Global solar inverter shipments are expected to surpass 23.3 million units by 2014, up by a factor of nine from 2.6 million in 2010, according to a new report from iSuppli Corp. Revenue will subsequently increase to US$8.9 billion in 2014, up from US$5.3 billion in 2010. This would result in solar inverters sales becoming one of the highest-volume ruggedized electronic systems sold, according to report author Greg Sheppard.
Despite such soaring demand, the average price per watt for inverters worldwide will decline by 13.5% this year. In particular, Asian suppliers are trying to drive prices down with lower costs, Sheppard noted, even though they have been challenged to deliver bankability.
A key issue since mid-2009 has been the lack of adequate production capacity to make inverters coupled to a lingering shortage of electronic components. Inverter capacity issues have since been resolved but component supply issues remain an ongoing challenge for inverter manufacturers, iSuppli noted.
Something PV-Tech has previously pointed out is the supply issues surrounding Insulated Gate Bipolar Transistor (IGBT) modules, which are in constant short supply and difficult to obtain for many inverter companies.
According to the market research firm, a mature product with predictable supply and demand dynamics, IGBTs are now experiencing rising sales in a number of hot applications, including automotive electronics as well as PV and wind inverters. Combined with conservative investments in new IGBT capacity, the strong demand has spurred a supply crunch.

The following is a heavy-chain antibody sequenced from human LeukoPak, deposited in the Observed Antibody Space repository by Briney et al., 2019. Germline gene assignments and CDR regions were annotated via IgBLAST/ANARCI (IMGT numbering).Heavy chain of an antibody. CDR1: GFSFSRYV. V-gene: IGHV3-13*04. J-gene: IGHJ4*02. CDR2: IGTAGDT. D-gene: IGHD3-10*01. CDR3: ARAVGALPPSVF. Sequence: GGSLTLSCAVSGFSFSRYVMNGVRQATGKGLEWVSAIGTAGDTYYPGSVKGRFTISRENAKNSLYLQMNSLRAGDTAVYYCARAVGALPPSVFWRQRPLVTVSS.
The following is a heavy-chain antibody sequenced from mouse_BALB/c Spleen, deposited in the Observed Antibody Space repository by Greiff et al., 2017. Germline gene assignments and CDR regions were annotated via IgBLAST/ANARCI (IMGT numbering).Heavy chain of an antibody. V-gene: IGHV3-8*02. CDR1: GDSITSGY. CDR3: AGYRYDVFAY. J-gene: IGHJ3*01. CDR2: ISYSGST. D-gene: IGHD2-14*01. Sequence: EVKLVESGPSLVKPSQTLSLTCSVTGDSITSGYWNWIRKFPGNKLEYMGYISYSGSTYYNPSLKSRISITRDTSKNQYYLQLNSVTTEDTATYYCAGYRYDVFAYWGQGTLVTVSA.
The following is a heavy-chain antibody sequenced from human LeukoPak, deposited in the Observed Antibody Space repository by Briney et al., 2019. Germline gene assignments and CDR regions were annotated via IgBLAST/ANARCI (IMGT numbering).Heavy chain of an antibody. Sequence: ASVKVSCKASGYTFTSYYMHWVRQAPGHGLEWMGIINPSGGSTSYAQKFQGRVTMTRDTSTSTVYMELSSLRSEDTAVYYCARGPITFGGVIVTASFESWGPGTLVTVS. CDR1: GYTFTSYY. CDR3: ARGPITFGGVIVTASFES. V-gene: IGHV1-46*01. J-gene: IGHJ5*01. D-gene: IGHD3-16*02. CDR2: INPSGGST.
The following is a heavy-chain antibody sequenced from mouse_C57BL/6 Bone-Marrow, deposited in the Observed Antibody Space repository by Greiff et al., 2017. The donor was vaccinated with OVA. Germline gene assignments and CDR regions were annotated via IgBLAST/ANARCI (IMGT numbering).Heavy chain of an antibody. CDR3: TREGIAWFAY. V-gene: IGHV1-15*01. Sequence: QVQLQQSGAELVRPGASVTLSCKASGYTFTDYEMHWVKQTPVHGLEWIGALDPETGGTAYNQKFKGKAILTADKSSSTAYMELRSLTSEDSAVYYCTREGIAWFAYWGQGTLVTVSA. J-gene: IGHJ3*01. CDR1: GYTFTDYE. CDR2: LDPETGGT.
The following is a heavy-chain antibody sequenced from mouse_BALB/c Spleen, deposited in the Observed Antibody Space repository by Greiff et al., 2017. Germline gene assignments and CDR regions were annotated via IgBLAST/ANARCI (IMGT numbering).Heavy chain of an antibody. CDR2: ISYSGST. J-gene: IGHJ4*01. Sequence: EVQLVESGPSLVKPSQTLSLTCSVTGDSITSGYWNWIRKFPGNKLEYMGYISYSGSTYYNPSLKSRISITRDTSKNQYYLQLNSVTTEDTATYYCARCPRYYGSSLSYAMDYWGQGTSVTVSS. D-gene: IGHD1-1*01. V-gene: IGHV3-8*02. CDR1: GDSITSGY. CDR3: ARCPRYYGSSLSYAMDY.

Other inverter components in short supply include Digital Signal Processor (DSP)-based controllers and certain types of capacitors, said iSuppli.
“iSuppli believes that inverter suppliers increasingly will be valued based on their impact upon the Levelized Cost Of Energy (LCOE), a metric that takes into account not only the acquisition cost of an inverter but also total energy production and the 20-plus-year lifecycle costs of an inverter within an installation,” commented Greg Sheppard, chief research officer for iSuppli.
“Initial acquisition costs are important, but the lifetime costs of inverters loom larger in Return of Investment (ROI) equations for PV system owners,” Sheppard pointed out. “Thus, quality and reliability are key competitive advantages in the inverter business.”
Despite such soaring demand, the average price per watt for inverters worldwide will decline 13.5% this year. In particular, Asian suppliers are trying to drive prices down with lower costs, Sheppard noted, even though they have been challenged to deliver bankability — i.e., the capability to provide a lower Total Cost of Ownership (TCO).
Interestingly, iSuppli believes that price declines are being impacted by the increasing market share of larger inverters, which boast a lower price per watt.
On the micro-inverter front the market research firm noted that the U.S. residential market is adopting microinverters rapidly, while optimizers have found favour with European residences. Each market is commanded by a different company with Enphase Energy currently controlling the micro-inverter market in the U.S., while SolarEdge is No. 1 in the optimizer arena in Europe.